Since last November, I have put about 500 miles on my Cayman GTS and 500 miles on my 89 Carrera Targa.  I could drive them, but every time I have time on the weekend to get out and drive, which is less often than I would like, I opt not to, as I am concerned about finding an open public restroom and then frequenting it while on the drive.  Hence, my agoraphobia concerns.
Instead of driving my cars, I let them idle for about 15 to 18 minutes each week, which is not a good thing, but it is better than nothing.  Of course, with my Covid mental state, I rely on an alarm on my iPhone to remember to turn them off, instead of letting them go idling into the sunset.
I know I could, and should, drive them.  My Porsche cronies are driving theirs.  I see many of their posts on Facebook, chronicling their organized drives, days at the track, and socially distanced cars and coffee meetings.  It further saddens me that I cannot motivate myself to join them.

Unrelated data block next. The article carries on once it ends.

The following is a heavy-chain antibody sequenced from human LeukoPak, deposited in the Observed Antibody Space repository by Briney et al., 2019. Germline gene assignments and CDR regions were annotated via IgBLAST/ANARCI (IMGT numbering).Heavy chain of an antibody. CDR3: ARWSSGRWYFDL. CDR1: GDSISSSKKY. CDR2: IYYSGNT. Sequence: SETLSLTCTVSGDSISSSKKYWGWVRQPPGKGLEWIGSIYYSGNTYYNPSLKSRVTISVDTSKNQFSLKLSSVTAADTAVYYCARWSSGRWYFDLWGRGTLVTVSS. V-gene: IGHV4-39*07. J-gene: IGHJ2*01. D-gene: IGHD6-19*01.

It's not like I am unmotivated to do other things.  I workout religiously, running outside three times a week and using my Tonal to lift weights three times a week.  Pam and I have completed several project around the house, and I have learned to make pizza and bread.  I take the trash out so often, that Pam and Kim have decided that I must have a girlfriend living in the dumpster in the alley.
But I just can't seem to leave my house to drive my cars, and I do not know how to change it.  Sooner or later, I will just have to force myself to get out and drive, but not just yet.

Joy Ride